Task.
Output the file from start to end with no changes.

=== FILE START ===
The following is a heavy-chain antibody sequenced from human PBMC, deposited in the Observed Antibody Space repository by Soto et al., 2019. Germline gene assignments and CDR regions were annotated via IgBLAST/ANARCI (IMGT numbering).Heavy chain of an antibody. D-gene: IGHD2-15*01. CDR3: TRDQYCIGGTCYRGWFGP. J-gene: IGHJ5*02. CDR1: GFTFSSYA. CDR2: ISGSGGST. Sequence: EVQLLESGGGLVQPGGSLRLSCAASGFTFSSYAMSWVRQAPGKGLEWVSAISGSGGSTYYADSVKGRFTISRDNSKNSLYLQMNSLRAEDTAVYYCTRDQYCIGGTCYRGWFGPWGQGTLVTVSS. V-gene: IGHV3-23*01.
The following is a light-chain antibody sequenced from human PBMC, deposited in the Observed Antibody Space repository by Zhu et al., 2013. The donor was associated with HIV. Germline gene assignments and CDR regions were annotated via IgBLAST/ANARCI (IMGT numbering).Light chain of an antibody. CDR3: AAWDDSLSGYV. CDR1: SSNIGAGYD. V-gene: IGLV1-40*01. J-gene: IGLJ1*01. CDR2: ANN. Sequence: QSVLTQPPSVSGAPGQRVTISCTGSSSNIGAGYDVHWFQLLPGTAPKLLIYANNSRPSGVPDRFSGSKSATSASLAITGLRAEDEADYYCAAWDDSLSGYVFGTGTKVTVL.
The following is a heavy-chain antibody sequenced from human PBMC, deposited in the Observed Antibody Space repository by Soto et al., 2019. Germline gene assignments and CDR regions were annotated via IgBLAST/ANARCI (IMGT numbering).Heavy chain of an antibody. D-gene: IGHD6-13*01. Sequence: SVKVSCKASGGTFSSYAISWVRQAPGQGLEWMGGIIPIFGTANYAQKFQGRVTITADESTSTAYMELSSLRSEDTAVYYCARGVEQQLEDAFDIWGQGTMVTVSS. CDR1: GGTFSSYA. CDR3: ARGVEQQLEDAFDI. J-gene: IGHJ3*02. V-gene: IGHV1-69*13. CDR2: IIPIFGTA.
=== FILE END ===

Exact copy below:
The following is a heavy-chain antibody sequenced from human PBMC, deposited in the Observed Antibody Space repository by Soto et al., 2019. Germline gene assignments and CDR regions were annotated via IgBLAST/ANARCI (IMGT numbering).Heavy chain of an antibody. D-gene: IGHD2-15*01. CDR3: TRDQYCIGGTCYRGWFGP. J-gene: IGHJ5*02. CDR1: GFTFSSYA. CDR2: ISGSGGST. Sequence: EVQLLESGGGLVQPGGSLRLSCAASGFTFSSYAMSWVRQAPGKGLEWVSAISGSGGSTYYADSVKGRFTISRDNSKNSLYLQMNSLRAEDTAVYYCTRDQYCIGGTCYRGWFGPWGQGTLVTVSS. V-gene: IGHV3-23*01.
The following is a light-chain antibody sequenced from human PBMC, deposited in the Observed Antibody Space repository by Zhu et al., 2013. The donor was associated with HIV. Germline gene assignments and CDR regions were annotated via IgBLAST/ANARCI (IMGT numbering).Light chain of an antibody. CDR3: AAWDDSLSGYV. CDR1: SSNIGAGYD. V-gene: IGLV1-40*01. J-gene: IGLJ1*01. CDR2: ANN. Sequence: QSVLTQPPSVSGAPGQRVTISCTGSSSNIGAGYDVHWFQLLPGTAPKLLIYANNSRPSGVPDRFSGSKSATSASLAITGLRAEDEADYYCAAWDDSLSGYVFGTGTKVTVL.
The following is a heavy-chain antibody sequenced from human PBMC, deposited in the Observed Antibody Space repository by Soto et al., 2019. Germline gene assignments and CDR regions were annotated via IgBLAST/ANARCI (IMGT numbering).Heavy chain of an antibody. D-gene: IGHD6-13*01. Sequence: SVKVSCKASGGTFSSYAISWVRQAPGQGLEWMGGIIPIFGTANYAQKFQGRVTITADESTSTAYMELSSLRSEDTAVYYCARGVEQQLEDAFDIWGQGTMVTVSS. CDR1: GGTFSSYA. CDR3: ARGVEQQLEDAFDI. J-gene: IGHJ3*02. V-gene: IGHV1-69*13. CDR2: IIPIFGTA.